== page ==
Document Type



Doctor of Philosophy (PhD)



First Advisor's Name

Fernando Miralles-Wilhelm

First Advisor's Committee Title

Committee Chair

Second Advisor's Name

Mahadev G. Bhat

Second Advisor's Committee Title

Committee Member

Third Advisor's Name

Michael C. Sukop

Third Advisor's Committee Title

Committee Member

Fourth Advisor's Name

Dean Whitman

Fourth Advisor's Committee Title

Committee Member

Fifth Advisor's Name

Francisco R. Garcia

Fifth Advisor's Committee Title

Committee Member

Sixth Advisor's Name

G. Melodie Naja

Sixth Advisor's Committee Title

Committee Member


Best management practices (BMP); Command-and-control approach; Least-cost abatement solution; Total phosphorus (TP) reduction; Trading ratios; Credit price; Water quality trading

Date of Defense



Lake Okeechobee is the largest lake in the southeastern United States and is a central component of the hydrology and environment of the Everglades ecosystem in South Florida. The natural state of the lake has been degraded as wetlands and natural habitats in the Lake Okeechobee watershed have been replaced with farms, urban areas, and dairy operations. Excessive phosphorus loadings from these diverse sources have been identified as the leading causes of the lake’s impairment. For more than four decades, many resources have been allocated to regional and local restoration efforts to reduce phosphorus loadings into the lake. However, phosphorus loadings have not decreased and the recovery of the lake could take more time, particularly with today’s limited local budgets.

Market-based instruments, such as water quality trading programs, have emerged over the past decades to cost-effectively achieve water quality objectives in impaired watersheds. The main objective of this dissertation was to assess the environmental and economic benefits of implementing a phosphorus trading program in Lake Okeechobee watershed, compared to a conventional command-and-control approach. A comprehensive literature overview of nationally and internationally implemented trading programs was conducted to highlight advantages and challenges of these programs towards achieving water quality goals, and to outline the essential elements of a successful program. Furthermore, a modeling framework, integrating a hydrologic-water quality model with an economic model, was developed to assess the potential cost savings that trading might offer over a command-and-control approach. The modeling framework was applied in three priority basins of the Lake Okeechobee watershed. In each case, while developing trading scenarios to achieve phosphorus load reduction targets, the trading program was less expensive than the conventional command-and-control approach.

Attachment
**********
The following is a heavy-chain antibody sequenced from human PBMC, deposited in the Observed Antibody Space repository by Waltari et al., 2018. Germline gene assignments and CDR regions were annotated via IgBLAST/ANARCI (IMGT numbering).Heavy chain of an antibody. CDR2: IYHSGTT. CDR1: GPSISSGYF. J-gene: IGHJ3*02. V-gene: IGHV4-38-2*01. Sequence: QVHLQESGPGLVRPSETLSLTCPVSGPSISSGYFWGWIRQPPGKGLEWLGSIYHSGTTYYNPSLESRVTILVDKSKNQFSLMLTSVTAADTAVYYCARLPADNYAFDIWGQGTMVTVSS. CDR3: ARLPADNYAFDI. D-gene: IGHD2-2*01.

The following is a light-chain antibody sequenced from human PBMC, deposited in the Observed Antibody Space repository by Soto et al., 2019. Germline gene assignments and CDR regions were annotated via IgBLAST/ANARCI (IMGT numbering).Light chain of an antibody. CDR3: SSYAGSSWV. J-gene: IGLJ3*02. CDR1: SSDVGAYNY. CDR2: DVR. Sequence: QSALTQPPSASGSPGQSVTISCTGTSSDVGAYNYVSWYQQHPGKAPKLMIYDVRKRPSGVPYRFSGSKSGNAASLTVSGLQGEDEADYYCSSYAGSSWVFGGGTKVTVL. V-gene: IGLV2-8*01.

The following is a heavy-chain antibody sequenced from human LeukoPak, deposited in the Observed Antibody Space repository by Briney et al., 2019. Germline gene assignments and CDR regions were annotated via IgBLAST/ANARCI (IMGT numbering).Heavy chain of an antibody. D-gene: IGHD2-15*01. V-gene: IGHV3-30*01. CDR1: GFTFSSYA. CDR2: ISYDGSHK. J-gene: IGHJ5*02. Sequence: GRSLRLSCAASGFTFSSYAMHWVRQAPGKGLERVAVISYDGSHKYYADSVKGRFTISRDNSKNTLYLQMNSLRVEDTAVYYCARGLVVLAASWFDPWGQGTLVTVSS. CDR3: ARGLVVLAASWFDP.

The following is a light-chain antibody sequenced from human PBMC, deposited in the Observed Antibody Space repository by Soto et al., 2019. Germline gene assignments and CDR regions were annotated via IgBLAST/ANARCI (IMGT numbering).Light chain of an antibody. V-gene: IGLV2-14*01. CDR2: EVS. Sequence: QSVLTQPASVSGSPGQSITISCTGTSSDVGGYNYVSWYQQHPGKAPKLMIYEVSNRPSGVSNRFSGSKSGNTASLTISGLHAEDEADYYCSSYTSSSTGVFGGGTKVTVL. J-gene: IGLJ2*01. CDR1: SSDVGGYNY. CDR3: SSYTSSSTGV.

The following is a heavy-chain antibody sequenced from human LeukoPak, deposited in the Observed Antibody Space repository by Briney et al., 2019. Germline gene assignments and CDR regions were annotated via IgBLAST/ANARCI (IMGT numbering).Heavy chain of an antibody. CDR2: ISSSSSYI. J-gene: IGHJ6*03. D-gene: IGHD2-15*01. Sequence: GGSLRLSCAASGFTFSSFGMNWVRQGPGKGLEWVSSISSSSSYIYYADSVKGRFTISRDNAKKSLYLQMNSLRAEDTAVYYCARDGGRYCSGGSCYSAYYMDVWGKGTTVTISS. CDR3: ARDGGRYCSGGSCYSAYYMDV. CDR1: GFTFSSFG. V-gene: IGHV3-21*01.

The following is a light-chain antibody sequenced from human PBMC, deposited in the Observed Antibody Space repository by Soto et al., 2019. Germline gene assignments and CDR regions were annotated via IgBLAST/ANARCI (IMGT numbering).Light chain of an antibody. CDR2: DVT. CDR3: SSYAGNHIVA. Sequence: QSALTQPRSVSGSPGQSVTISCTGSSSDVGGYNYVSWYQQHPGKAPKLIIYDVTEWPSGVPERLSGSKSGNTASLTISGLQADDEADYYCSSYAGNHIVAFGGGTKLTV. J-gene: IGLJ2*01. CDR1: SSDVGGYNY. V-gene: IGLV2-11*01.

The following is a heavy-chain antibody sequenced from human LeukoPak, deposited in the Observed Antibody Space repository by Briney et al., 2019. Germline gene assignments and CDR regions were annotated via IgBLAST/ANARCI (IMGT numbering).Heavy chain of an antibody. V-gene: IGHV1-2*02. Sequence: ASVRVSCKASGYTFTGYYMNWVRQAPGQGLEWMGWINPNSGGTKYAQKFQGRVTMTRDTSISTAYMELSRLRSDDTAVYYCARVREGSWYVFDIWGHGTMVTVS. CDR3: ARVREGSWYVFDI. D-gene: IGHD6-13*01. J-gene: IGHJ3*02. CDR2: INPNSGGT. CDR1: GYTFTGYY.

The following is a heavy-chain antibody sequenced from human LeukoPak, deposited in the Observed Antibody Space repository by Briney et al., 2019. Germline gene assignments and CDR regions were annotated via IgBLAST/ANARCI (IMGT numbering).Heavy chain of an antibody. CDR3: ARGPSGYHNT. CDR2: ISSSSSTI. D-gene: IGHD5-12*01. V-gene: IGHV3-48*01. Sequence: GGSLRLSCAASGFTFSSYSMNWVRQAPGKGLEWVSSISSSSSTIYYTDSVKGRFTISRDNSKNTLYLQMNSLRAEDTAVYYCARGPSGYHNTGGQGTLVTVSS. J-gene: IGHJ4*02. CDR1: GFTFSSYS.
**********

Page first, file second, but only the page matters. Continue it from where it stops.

This research provided the foundation for stakeholders to better understand whether water quality trading has the potential to work in the Lake Okeechobee watershed and to facilitate the development of a pilot program. In addition, it offered some insights on the potential economic opportunities that pollution sources would have by participating in the trading program. The modeling framework developed in this dissertation could facilitate the assessment of future water quality trading programs in other watersheds.





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